Minnesota’s 201 state legislators, you might not be surprised to learn, all have other professions, ranging from farmer to chiropractor to mechanical engineer.
At present, 22 Minnesota legislators also maintain a law practice to some degree. Those who do so say there are burdens and rewards to managing both jobs at once.
According to colleagues, Sen. Ron Latz, DFL-St. Louis Park, is one lawyer who finds time for trials even during the legislative session. Rep. Sandra Feist, DFL-New Brighton, a partner with Grell Feist in Minneapolis, is also one of the brave ones who keeps both gigs going full throttle.
“I never considered suspending my practice,” she said. “You don’t make much money being a legislator. There’s also the fact that I love immigration law. I never had any intention of changing my practice. There happened to be an open seat in my district, so I felt like the moment sort of called for me to try to do both. My plan was to bring my immigration law expertise into the Legislature.”
Sen. Michael Kreun, R-Blaine, is in-house counsel for ECMC Shared Services Co., a nonprofit student loan guarantor in Minneapolis. He’s found the best way to manage the professional balancing act is by easing back on his legal work while the Legislature does its business.
“I went in-house in 2019, managing litigation,” he said. “That’s a pretty big job. But the structure of it allows me to do both by going part-time during the session. I’ll ramp up my hours again once the session is over.”
The day job of Rep. Jamie Becker-Finn, DFL-Roseville, is assistant attorney for Hennepin County, where she specializes in domestic violence cases. At least, she was. With committee assignments and a growing family, Becker-Finn recognized that the demands of her work at the Capitol meant she would have to let her work for the county go for the time being.
“I’m still technically a county employee, but once I was named chair of the Judiciary Committee, I don’t actively practice,” she said. “Especially with the nature of working in a prosecutor’s office, being gone half the year makes it hard when you don’t know how long a case is going to take.”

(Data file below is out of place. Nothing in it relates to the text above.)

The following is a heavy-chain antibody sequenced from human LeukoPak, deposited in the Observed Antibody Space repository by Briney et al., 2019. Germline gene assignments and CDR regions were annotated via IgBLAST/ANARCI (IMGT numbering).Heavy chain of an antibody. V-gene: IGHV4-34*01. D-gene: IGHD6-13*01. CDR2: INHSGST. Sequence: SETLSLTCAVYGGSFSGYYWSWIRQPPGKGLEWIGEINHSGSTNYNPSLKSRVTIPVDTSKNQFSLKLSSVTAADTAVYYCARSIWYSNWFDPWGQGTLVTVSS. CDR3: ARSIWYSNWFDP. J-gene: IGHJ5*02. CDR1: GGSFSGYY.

One advantage of the lawyer-legislator hybrid is the ability to bring legal expertise to the Capitol. Feist, whose specialty is immigration law, got a bill passed to create more strict timelines and requirements of response around visa certification. The bill requires law enforcement agencies to more timely process a specific immigration-related request from victims of certain crimes who are foreign nationals.
“Right now I’m working on a bill that passed the House floor and would change the definition of gross misdemeanor by one day,” she said. “Now some gross misdemeanors are classified as aggravated felonies under immigration law. That makes the offense almost automatically deportable. We can avoid that by making the maximum sentence 364 days instead of 365.”
The most obvious benefit for Kreun is in his work on the Judiciary and Public Safety Committee.
“There are so many legal issues, and I try to use my skills there to ask good questions,” he said. “It helps me get to the heart of the matters we’re discussing.”
In Becker-Finn’s case, it’s softer skills that are most transferable.
“Attorneys don’t shy away from conflict, and that’s helpful in the Legislature,” she said. “They also know how to speak on the fly. Sometimes it’s almost like a cross-examination vibe in there, especially in a committee.”
The challenges of managing dual professions are manifest. Feist said she’s had to staff up to keep things running smoothly at her firm
“My first term was during COVID, so I was able to be more physically present at my firm, doing more hands-on work,” she said. “This term, I’ve staffed up to where I can supervise and step in when a client needs extra attention. But for the most part my team is able to do the day-to-day things.”
The hardest part for Kreun is the unpredictability of the work schedule that comes with being a senator.
“It’s hard to know exactly when you’re going to be available to do your outside work because you don’t get much notice about when floor sessions are going to start, or what bills will be under discussion,” he said. “Fortunately I have a supportive employer, and the job can be somewhat flexible because I don’t have court dates to worry about. When I was in private practice, it would have been much harder to juggle that.”
Becker-Finn supplements her Legislature income by teaching a class on legislative process at Mitchell Hamline School of Law. Between those two commitments and grade school-aged kids, that’s about all her schedule can handle.
“I can’t do my best for client when I’m being pulled in a hundred different directions,” she said.